Nomura is finally calling it quits on most of its equities business in Europe. Not before time.
Investment banks are being hit from all sides, but Japan's largest brokerage, which bought out Lehman Brothers' European and Asian units at the height of the financial crisis, is almost entirely getting out of the business that is its core in Japan.
As a Japanese institution, Nomura's cost of capital is nowhere near as high as that imposed by regulators on Wall Street and European rivals. So even though fixed income, currencies and commodities trading has been battered, the company could afford to play the long game. Not so in European equities, where it faced intense competition from stronger rivals along with shrinking volumes.
This year started badly, with investors burned after the 2015 market rout.
The surprise is perhaps that Nomura waited so long to retreat from European equities, after the two other banks that bet on overseas expansion during the financial crisis -- when Wall Street rivals were suffering -- stepped back a lot farther. Standard Chartered completely abandoned equities early in 2015 after years of losses, acknowledging that it couldn't win as the U.S. firms came back to life and electronic traders cornered chunks of stock trading. The London-based emerging markets bank is still trying to deleverage after years of aggressive expansion, this week putting $4.4 billion of its soured loans on the block. Meanwhile Barclays, which last week sold its Asian wealth-management arm to a Singapore bank, shut its equities business in the region a few months ago as it refocused on Britain and the U.S.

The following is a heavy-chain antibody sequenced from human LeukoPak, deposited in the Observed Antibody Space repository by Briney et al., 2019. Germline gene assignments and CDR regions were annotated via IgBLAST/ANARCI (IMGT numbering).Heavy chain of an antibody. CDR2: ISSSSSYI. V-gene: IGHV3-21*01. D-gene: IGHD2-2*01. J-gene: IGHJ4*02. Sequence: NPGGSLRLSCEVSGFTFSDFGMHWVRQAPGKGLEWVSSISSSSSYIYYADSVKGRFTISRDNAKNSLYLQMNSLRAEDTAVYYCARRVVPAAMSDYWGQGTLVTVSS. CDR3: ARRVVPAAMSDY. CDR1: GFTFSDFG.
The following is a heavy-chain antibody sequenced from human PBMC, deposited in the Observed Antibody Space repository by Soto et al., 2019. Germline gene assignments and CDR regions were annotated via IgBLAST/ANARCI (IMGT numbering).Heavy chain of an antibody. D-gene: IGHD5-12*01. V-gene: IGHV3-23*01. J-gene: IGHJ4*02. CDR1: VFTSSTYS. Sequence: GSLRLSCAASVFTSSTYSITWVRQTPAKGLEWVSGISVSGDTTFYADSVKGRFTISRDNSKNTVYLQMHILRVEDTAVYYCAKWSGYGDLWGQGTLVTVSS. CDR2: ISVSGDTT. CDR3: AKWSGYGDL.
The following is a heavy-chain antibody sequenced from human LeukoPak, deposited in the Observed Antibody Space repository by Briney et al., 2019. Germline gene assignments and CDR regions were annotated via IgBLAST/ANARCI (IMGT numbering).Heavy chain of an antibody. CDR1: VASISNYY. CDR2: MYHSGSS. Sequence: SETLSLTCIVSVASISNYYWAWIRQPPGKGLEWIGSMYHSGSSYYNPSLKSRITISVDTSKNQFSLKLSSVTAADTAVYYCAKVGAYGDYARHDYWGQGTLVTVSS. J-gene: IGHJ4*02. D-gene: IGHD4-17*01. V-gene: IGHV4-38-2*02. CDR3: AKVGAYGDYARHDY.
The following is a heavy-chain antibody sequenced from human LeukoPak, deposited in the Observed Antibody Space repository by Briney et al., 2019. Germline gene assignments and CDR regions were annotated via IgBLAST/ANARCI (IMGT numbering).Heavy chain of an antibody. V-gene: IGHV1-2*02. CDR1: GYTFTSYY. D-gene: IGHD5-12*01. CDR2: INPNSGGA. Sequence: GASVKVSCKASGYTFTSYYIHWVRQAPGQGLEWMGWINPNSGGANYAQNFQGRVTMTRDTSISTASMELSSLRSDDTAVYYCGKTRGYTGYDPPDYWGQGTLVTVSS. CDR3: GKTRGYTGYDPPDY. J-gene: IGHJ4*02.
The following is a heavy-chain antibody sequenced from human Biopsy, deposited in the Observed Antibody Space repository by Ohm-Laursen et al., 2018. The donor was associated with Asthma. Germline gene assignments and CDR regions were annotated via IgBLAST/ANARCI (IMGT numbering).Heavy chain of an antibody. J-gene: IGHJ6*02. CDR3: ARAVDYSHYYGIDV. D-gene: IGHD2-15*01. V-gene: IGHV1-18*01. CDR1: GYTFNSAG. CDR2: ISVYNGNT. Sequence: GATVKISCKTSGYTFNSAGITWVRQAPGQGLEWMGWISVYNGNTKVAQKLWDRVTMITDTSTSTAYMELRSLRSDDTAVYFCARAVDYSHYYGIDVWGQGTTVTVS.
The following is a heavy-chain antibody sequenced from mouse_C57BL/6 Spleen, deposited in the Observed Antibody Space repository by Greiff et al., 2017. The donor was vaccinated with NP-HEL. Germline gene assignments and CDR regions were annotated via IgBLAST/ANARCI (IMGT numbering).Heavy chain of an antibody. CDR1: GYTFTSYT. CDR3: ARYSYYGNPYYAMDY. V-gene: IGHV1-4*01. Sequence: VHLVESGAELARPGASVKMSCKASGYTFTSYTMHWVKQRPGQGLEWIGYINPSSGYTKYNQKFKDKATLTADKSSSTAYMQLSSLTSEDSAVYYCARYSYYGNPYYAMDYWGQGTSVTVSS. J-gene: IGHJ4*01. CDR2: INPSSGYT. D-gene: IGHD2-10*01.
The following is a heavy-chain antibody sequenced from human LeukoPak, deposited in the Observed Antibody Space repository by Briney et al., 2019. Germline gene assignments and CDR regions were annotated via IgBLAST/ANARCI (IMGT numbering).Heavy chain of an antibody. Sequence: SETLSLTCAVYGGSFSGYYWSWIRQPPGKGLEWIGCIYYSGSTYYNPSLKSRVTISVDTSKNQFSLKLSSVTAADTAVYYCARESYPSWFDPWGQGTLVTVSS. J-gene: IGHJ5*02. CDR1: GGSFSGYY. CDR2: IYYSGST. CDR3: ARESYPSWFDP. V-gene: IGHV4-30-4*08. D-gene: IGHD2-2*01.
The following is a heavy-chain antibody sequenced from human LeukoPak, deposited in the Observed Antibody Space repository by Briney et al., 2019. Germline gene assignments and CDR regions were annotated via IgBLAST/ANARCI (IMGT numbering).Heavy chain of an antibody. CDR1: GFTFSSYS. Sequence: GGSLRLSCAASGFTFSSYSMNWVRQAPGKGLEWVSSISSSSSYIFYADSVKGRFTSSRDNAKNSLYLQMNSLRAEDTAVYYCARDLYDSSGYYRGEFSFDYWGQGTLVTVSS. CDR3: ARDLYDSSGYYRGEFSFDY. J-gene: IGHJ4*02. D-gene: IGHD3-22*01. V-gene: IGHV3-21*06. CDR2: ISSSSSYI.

Lack of global scale has also been a challenge for Nomura. There are few equity operations that became profitable without heft worldwide, and especially in the U.S. Nomura missed its chance when Barclays got Lehman's American businesses, leaving the Japanese company to expand organically -- an expensive proposition.
While Nomura is a big player in European debt, it fell to 49th place in a European equity and equity-linked league table this year, from 21st last year and 13th five years ago. Including the Middle East and Africa, Nomura looks worse, ranking 54th, down from 21st in 2015 and 12th five years ago.
Jettisoning the bulk of European equities and cutting back in the Americas won't be enough, however.
Nomura began seeing failures in its offshore ambitions soon after buying the Lehman units. Many of the transplanted Lehman staff were hard to integrate culturally: some were uneasy in a hierarchical Japanese structure, where they couldn't aggressively pitch business. Some also were costly, leaving after guaranteed bonuses expired. The former Lehman banker who drove much of Nomura's overseas expansion, Jasjit ``Jesse" Bhattal, quit in 2012, starting what was to be a death of a thousand cuts.
By February, CEO Koji Nagai was saying that plans to make 50 billion yen ($462 million) of pretax profit abroad would be pushed back, reviving memories of previous failed forays outside Japan. In the late 1990s, the firm posted $1 billion of losses in the U.S. commercial loans market, prompting a retreat. In 2007, it was burned by exposure to the U.S. subprime market.
While growth is slowing at home, Nomura has almost one-third of the Japanese market, which means that it benefits as Abenomics floods the system with cash. Overseas, the firm should concentrate on areas where it has an edge, such as debt underwriting, backed by the low cost of capital, or helping growth-hungry Japanese clients with acquisitions. As the investment bank has found over the years, overseas ambitions can be too expensive.
This column does not necessarily reflect the opinion of Bloomberg LP and its owners.
(Corrects year that Bhattal quit, in ninth paragraph.)
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